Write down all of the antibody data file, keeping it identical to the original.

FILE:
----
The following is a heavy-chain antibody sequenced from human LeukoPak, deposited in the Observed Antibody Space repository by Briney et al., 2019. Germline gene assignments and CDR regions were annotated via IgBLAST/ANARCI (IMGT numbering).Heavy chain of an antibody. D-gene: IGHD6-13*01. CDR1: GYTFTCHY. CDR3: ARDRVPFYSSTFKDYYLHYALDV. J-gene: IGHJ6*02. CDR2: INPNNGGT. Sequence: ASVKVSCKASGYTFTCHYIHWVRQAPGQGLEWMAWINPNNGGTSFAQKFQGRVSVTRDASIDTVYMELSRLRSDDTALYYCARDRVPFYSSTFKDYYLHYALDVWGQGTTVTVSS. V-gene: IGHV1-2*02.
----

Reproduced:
The following is a heavy-chain antibody sequenced from human LeukoPak, deposited in the Observed Antibody Space repository by Briney et al., 2019. Germline gene assignments and CDR regions were annotated via IgBLAST/ANARCI (IMGT numbering).Heavy chain of an antibody. D-gene: IGHD6-13*01. CDR1: GYTFTCHY. CDR3: ARDRVPFYSSTFKDYYLHYALDV. J-gene: IGHJ6*02. CDR2: INPNNGGT. Sequence: ASVKVSCKASGYTFTCHYIHWVRQAPGQGLEWMAWINPNNGGTSFAQKFQGRVSVTRDASIDTVYMELSRLRSDDTALYYCARDRVPFYSSTFKDYYLHYALDVWGQGTTVTVSS. V-gene: IGHV1-2*02.